City police ready for end of school year


OBSERVER City Editor

With summer on the scene and school has let out, school-age children will have a lot more time on their hands – and some of those children may not have enough help filling that time with constructive activities.

City of Dunkirk Police Chief David Ortolano and his officers will spend more of their efforts dealing with the effects of that extra time school children, and teenagers in particular, have available.

“We tend to get busy when school lets out, we get a lot more of the youth-annoying type of complaints. We’ll start to see an increase in vehicle entries. We’ll start to see an increase in kids getting together in groups and starting trouble, or maybe fighting with each other, things of that sort. We’ll start to see an increase in kids being out on the street late at night,” he stated. “We do change a little in how we do business in the summertime. We do have a curfew law we enforce.”

That law is in the City Code and states in part that it shall be unlawful for any minor under the age of 17 to remain in any public place from midnight to 6 a.m. Some public places are off limits to everyone. Washington Park’s off-limit hours are 9 p.m. to 6 a.m. while Point Gratiot is closed to everyone from 10:30 p.m. to 6 a.m. Other city parks are closed from 11 p.m. to 6 a.m.

Section 20-4 of the City Code contains the exceptions to the curfew rules, including if the under-17 juvenile is accompanied by a parent or guardian or someone at least 21 years old who is authorized in writing to accompany the juvenile for a designated period of time and purpose within a specific area.

A juvenile under 17 is also permitted to be out after curfew hours when returning home from a school-sponsored activity, a religious or civic-associated activity, or when coming directly home from a job.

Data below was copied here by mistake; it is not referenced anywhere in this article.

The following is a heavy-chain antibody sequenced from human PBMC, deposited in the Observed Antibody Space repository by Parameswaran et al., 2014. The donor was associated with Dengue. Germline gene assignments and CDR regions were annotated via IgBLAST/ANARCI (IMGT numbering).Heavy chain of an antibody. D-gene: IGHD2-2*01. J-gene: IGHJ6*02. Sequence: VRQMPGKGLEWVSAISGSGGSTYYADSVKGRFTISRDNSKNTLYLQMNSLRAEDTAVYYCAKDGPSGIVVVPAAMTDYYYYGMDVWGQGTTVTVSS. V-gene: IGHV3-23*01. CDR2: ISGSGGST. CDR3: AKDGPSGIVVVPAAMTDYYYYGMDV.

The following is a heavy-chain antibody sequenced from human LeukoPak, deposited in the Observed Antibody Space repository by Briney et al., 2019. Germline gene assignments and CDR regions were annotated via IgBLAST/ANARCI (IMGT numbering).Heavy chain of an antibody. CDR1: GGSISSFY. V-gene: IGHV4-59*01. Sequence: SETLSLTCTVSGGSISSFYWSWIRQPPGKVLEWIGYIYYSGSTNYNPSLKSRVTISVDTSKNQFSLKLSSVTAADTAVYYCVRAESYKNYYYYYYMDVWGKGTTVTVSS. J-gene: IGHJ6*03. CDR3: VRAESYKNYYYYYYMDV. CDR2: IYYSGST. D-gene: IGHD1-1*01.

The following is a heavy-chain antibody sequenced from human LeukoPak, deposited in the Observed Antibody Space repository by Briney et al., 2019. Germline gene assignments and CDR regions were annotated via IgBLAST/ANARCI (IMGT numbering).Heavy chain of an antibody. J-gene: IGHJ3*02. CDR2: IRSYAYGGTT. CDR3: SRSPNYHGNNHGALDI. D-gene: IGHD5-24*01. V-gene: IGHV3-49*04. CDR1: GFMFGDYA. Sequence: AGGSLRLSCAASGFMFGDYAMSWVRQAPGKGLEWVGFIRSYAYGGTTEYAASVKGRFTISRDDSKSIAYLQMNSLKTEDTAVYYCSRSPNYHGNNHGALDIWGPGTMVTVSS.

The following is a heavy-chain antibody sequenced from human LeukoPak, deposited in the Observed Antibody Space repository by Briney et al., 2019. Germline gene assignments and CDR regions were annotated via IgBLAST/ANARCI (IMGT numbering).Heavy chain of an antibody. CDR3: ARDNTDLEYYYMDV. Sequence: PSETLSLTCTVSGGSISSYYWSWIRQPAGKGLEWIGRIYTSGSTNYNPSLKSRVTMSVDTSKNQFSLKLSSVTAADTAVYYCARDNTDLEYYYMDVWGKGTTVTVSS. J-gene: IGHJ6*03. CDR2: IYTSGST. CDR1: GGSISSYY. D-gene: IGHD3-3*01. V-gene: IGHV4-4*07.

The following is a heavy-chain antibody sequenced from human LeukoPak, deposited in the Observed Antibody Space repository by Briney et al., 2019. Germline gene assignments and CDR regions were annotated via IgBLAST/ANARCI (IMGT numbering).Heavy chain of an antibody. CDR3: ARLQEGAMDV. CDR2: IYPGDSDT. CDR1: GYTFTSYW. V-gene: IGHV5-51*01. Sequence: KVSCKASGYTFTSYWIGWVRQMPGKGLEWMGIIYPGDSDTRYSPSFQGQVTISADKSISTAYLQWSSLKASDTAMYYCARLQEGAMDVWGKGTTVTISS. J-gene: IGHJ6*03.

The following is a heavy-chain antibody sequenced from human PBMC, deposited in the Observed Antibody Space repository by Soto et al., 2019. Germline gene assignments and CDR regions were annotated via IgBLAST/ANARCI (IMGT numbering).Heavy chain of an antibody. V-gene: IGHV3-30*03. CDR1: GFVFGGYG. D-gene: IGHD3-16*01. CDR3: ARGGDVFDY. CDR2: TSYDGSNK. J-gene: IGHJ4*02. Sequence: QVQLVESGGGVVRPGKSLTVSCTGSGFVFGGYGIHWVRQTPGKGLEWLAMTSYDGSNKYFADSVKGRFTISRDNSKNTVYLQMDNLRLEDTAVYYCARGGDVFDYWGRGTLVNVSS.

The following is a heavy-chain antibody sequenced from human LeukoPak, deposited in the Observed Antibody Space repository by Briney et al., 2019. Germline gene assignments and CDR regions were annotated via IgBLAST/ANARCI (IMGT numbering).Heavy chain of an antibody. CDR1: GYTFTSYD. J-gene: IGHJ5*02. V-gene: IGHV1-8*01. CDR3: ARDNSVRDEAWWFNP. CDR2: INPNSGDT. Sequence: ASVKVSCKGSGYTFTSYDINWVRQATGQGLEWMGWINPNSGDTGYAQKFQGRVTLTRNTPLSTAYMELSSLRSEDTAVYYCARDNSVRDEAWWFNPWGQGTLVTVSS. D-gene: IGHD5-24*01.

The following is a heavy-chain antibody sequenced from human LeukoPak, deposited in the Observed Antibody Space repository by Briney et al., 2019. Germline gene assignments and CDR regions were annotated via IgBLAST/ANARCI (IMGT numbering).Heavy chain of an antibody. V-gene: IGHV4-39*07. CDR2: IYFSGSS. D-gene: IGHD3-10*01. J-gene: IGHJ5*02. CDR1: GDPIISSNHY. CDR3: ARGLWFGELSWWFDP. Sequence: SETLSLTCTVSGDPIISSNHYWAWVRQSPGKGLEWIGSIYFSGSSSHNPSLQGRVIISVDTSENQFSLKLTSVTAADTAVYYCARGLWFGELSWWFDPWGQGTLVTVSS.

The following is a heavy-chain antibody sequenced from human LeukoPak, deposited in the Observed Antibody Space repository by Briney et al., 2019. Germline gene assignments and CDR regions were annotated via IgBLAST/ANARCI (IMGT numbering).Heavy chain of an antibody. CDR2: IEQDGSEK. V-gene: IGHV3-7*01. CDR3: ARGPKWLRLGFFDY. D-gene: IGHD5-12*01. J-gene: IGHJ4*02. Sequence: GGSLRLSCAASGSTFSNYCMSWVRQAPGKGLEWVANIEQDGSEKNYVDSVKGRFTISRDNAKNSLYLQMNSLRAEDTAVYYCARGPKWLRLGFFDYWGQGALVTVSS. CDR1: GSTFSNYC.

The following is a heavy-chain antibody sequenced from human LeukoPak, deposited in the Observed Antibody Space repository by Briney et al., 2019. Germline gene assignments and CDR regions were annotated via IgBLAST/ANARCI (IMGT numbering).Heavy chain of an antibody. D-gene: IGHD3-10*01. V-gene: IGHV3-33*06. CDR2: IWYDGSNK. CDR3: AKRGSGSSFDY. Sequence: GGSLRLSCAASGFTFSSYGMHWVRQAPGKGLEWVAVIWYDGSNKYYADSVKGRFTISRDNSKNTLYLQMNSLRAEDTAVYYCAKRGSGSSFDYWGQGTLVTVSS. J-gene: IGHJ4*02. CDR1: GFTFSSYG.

There are two other exemptions to the curfew law. One involves the exercise of First Amendment rights provided prior notice has been given to the police chief. The other states a juvenile can be on the property of, or the sidewalk directly adjacent to the building they reside in or buildings immediately adjacent to the residence until 12:30 a.m., if the owner of the building does not object.

Chapter 20 of the City Code also covers the parents or guardians of minors and their responsibility.

“It shall be unlawful for the parents or guardian of any minor under the age of seventeen (17) years knowingly or negligently by insufficient control to allow such minor to congregate, loiter, wander or play in or upon any public place including but not limited to, public streets, playgrounds, buildings, vacant lots, or any other place open to the public in the City,” it states in part. The hours of parental or guardian responsibility are the same as the hours limiting minors whereabouts.

“We can arrest them if they are 16. Under 16, we work well with (City Court) Judge (Walter) Drag. We give them a warning the first time and the second time the judge will entertain a charge against the parent for failing to obey the curfew law, as long as they were warned,” Ortolano explained. “We do pick them up. We will document the parent was warned. In most cases, which I prefer, is make the parent come down here and get them. I’m not going to deliver them to the house because if their child is out when they shouldn’t be I think it’s their responsibility to come and get them.”

Increased vehicle entries are also a problem, both in Dunkirk and elsewhere, according to the chief. Ortolano said people should lock the doors, something the people who police catch reinforce.

“When you talk to these bad guys who are out there doing this, the first thing they tell us is the majority of what they get into, they’re jiggling door handles and the cars aren’t locked. The majority of time they’re not going to stand around and forcefully try to get into a vehicle unless there’s a $3,000 laptop sitting in there that they want, which brings me to my second point,” he stated. “Don’t leave laptops, don’t leave GPS (devices), don’t leave your cell phones, don’t leave a $5 bill or a cup full of change in plain view. That’s just going to urge someone more to get into your car. Keep them locked, keep your valuables out of sight.”

As always, the chief requested the community’s help.

“If someone sees something, or sees kids riding up and down on bikes late at night with backpacks on or they look suspicious, something’s going on, call us. Call us right away,” he stated.

The Dunkirk Police Department can be reached at 366-2266 or by calling the confidential tip line at 363-0313.

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